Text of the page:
New Preservation Approach Aims to Save Cultural Landscape
Congress designates `heritage areas' to achieve environmental, economic, and historic-preservation goals
JIM PEPPER pushes aside brambles, strides across spongy bottom land, and scrambles up a rocky embankment. About 50 yards from the road, he stops and looks around at what appears to be nothing but a patch of Rhode Island woods.Skip to next paragraph
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``We're standing in the mill,'' he says. ``The water ran down this trough,'' he explains, gesturing to stone walls and arches under the overgrowth.
Mr. Pepper is a visionary with a twist. Not only can he peer into the future to see what might be, he also can gaze into the past to see what has been. Now he is seeing Mammoth Mill, once a bustling woolen factory on the Blackstone River in North Smithfield, R.I. These neglected ruins are all that remain of the 1836 mill, which was torn down in 1930 - but to Pepper, they are the substance of things hoped for.
Pepper is the executive director of the Blackstone River Valley National Heritage Corridor Commission. He has guided a pair of journalists to this obscure spot to make a point about his job and the work of the commission.
``Mammoth Mill is symbolic of so many places in this valley that are unknown and unseen. Our job is to make them known,'' he says. Although Pepper has no plans for the site yet, his imagination already is leaping ahead to a day when the plot, tidied up and properly ``interpreted'' through signs and diagrams, may inform tourists about America's early industrialization.
The Blackstone River Valley National Heritage Corridor is one of five regions that have been designated ``American Heritage Areas'' by Congress. Besides the Blackstone River Valley in Rhode Island and Massachusetts, there are the Illinois and Michigan Canal National Heritage Corridor in Illinois, the Delaware and Lehigh Canal National Heritage Corridor in eastern Pennsylvania, the America's Industrial Heritage Project in southwestern Pennsylvania, and the Quinebaug and Shetucket Rivers Valley National Heritage Corridor in Connecticut, which Congress approved just this fall.
If a bill in Congress that passed the House of Representatives is reintroduced and enacted by the 104th Congress, 10 more zones from Georgia to Washington State will be designated national-heritage areas and become eligible for federal matching funds. The legislation would establish a mechanism whereby additional regions could obtain heritage recognition by Congress in the future.
As important as they are, however, federally sanctioned heritage areas are just the crown jewels of a burgeoning movement to revitalize distinctive but underrecognized parts of the American landscape. Scores of places in nearly every state have acquired or are seeking a degree of official or unofficial classification as heritage sites.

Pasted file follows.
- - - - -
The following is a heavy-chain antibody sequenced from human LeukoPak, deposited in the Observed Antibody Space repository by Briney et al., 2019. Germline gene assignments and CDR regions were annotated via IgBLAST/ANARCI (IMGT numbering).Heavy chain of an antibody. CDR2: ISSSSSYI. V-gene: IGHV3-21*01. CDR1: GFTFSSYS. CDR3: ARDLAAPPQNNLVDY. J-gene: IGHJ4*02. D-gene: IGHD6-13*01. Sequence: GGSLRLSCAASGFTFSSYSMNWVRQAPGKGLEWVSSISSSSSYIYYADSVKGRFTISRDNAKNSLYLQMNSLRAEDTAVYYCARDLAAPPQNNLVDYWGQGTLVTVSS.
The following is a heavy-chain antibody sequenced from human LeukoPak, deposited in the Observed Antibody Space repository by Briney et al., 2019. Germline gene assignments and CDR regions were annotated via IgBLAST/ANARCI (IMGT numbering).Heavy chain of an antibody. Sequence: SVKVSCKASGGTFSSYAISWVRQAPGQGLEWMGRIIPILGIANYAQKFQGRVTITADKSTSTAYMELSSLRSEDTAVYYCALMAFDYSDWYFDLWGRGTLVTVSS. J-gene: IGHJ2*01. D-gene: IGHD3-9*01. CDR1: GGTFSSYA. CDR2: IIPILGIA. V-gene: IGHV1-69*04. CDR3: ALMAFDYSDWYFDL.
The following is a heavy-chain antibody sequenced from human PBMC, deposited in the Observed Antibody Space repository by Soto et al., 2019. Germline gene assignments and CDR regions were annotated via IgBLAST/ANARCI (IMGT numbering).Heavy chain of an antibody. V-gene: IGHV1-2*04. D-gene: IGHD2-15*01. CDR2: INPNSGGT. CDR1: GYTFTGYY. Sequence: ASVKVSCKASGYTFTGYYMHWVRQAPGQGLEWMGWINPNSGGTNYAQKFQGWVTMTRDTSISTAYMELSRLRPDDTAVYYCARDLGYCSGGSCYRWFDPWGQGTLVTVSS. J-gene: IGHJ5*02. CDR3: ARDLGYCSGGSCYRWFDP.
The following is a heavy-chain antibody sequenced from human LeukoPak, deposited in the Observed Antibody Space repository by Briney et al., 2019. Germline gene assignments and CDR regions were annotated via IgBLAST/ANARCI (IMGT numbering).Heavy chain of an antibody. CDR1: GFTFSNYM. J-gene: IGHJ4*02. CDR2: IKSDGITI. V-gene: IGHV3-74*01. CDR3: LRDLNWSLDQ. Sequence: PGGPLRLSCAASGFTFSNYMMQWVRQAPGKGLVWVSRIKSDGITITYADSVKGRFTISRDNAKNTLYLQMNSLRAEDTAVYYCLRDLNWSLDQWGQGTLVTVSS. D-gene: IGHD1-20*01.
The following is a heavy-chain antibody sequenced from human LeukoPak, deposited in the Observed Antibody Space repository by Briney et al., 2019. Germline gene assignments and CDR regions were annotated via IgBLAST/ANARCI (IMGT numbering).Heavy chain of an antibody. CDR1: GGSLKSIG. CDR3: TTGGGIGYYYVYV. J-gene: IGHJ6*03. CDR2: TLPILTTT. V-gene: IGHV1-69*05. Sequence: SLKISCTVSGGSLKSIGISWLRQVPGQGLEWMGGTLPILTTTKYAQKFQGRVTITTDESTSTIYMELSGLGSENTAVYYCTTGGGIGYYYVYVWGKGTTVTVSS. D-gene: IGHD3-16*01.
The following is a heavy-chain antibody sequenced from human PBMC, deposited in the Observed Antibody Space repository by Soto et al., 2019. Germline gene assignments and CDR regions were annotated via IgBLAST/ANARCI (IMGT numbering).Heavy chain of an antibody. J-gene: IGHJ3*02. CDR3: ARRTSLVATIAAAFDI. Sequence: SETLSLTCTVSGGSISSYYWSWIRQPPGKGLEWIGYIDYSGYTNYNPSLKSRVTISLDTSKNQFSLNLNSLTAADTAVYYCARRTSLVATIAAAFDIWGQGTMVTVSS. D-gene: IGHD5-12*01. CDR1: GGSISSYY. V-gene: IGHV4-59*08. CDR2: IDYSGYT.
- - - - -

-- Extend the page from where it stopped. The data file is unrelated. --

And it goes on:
It is primarily a grass-roots movement, explains Shelley Mastran, a program director at the National Trust for Historic Preservation in Washington and the executive director of the recently formed National Coalition for Heritage Areas (NCHA). Referring to a long list of putative heritage areas compiled by the National Trust, Ms. Mastran says, ``These are initiatives that are or have the potential to become heritage areas. Some of them are just self-anointed.''
But many other heritage areas have progressed beyond the gleam-in-the-eye stage, Mastran says. Their proponents are working with state governments and the National Park Service to create programs through which a heightened ``sense of place'' can help achieve environmental, economic-development, and historic-preservation goals.
Massachusetts, New York, and Pennsylvania have their own programs for recognizing heritage areas, though sometimes by other names. New York, for instance, has established the Hudson River Valley Greenway Council, a regional-planning compact among 240 cities and towns in 10 counties from Albany to New York City. Despite its name, the members of the compact are cooperating on a much broader array of initiatives than are implied by the term green way, says David Sampson, director of the Hudson River Valley Greenway Council.
Asked if he thinks that interest in heritage areas and other forms of regional planning is growing, Mr. Sampson says he responds to speaking invitations all around the country, and he has traveled to the Czech Republic twice to consult on green ways.
What, exactly, is a heritage area? ``This question has as many definitions as there are heritage areas,'' the NCHA observed last January in the first edition of its quarterly newsletter, Heritage Links, because ``no two heritage areas are exactly the same....'' But the organization says the ``basic components'' of heritage areas include:
* A sense of place and identity.
* Regional scope and management.